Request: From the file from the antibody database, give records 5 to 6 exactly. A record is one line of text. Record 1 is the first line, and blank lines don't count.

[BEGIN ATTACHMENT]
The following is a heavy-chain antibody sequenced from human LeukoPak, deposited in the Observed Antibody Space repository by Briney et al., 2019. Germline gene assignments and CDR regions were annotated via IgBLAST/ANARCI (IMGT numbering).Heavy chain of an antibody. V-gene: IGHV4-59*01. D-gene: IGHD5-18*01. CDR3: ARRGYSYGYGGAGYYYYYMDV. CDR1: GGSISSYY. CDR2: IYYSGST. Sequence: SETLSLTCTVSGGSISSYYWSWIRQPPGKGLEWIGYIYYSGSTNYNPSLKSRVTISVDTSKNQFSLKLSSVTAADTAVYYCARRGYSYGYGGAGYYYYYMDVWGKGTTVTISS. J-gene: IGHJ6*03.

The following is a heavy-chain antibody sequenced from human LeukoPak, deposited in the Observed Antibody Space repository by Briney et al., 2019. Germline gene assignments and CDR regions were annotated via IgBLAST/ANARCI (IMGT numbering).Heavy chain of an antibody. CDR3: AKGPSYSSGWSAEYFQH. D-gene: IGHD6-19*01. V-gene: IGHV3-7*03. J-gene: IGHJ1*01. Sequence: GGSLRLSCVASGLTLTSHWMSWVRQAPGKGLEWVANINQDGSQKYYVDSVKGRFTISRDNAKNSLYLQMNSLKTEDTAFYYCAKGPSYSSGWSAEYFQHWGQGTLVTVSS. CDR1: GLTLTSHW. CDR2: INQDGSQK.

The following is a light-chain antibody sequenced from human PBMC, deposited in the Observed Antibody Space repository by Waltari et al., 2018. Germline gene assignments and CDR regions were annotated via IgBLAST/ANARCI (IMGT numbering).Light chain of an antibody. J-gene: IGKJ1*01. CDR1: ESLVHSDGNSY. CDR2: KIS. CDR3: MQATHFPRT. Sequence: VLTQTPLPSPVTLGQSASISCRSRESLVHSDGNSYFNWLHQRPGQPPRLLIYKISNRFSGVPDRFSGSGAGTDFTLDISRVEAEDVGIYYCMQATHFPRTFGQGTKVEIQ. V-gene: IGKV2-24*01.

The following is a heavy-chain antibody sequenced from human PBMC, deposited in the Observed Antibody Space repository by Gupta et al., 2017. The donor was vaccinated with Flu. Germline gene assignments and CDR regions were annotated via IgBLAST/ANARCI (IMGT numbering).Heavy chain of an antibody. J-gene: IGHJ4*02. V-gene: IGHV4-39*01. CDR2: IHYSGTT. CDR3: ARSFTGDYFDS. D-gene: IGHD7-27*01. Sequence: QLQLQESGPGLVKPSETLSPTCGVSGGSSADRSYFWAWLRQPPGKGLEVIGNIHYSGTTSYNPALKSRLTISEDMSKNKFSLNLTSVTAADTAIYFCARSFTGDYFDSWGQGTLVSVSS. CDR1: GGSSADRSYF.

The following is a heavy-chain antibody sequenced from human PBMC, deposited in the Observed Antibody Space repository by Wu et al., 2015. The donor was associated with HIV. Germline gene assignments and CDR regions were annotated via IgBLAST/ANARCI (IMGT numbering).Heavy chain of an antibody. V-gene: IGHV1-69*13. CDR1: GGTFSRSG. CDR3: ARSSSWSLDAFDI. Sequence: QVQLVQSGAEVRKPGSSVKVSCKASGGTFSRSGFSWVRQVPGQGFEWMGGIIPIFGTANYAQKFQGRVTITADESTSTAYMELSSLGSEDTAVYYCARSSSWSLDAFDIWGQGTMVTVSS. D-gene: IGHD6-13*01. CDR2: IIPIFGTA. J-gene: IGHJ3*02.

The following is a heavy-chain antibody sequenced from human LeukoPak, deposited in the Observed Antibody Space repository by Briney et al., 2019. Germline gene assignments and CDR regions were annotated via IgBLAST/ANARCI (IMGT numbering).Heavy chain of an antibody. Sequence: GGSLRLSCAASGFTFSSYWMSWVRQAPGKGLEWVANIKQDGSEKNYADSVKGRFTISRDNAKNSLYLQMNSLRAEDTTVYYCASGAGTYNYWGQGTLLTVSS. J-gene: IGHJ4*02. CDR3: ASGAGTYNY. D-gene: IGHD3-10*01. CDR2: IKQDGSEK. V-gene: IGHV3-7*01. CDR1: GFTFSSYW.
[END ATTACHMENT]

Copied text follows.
The following is a heavy-chain antibody sequenced from human PBMC, deposited in the Observed Antibody Space repository by Wu et al., 2015. The donor was associated with HIV. Germline gene assignments and CDR regions were annotated via IgBLAST/ANARCI (IMGT numbering).Heavy chain of an antibody. V-gene: IGHV1-69*13. CDR1: GGTFSRSG. CDR3: ARSSSWSLDAFDI. Sequence: QVQLVQSGAEVRKPGSSVKVSCKASGGTFSRSGFSWVRQVPGQGFEWMGGIIPIFGTANYAQKFQGRVTITADESTSTAYMELSSLGSEDTAVYYCARSSSWSLDAFDIWGQGTMVTVSS. D-gene: IGHD6-13*01. CDR2: IIPIFGTA. J-gene: IGHJ3*02.

The following is a heavy-chain antibody sequenced from human LeukoPak, deposited in the Observed Antibody Space repository by Briney et al., 2019. Germline gene assignments and CDR regions were annotated via IgBLAST/ANARCI (IMGT numbering).Heavy chain of an antibody. Sequence: GGSLRLSCAASGFTFSSYWMSWVRQAPGKGLEWVANIKQDGSEKNYADSVKGRFTISRDNAKNSLYLQMNSLRAEDTTVYYCASGAGTYNYWGQGTLLTVSS. J-gene: IGHJ4*02. CDR3: ASGAGTYNY. D-gene: IGHD3-10*01. CDR2: IKQDGSEK. V-gene: IGHV3-7*01. CDR1: GFTFSSYW.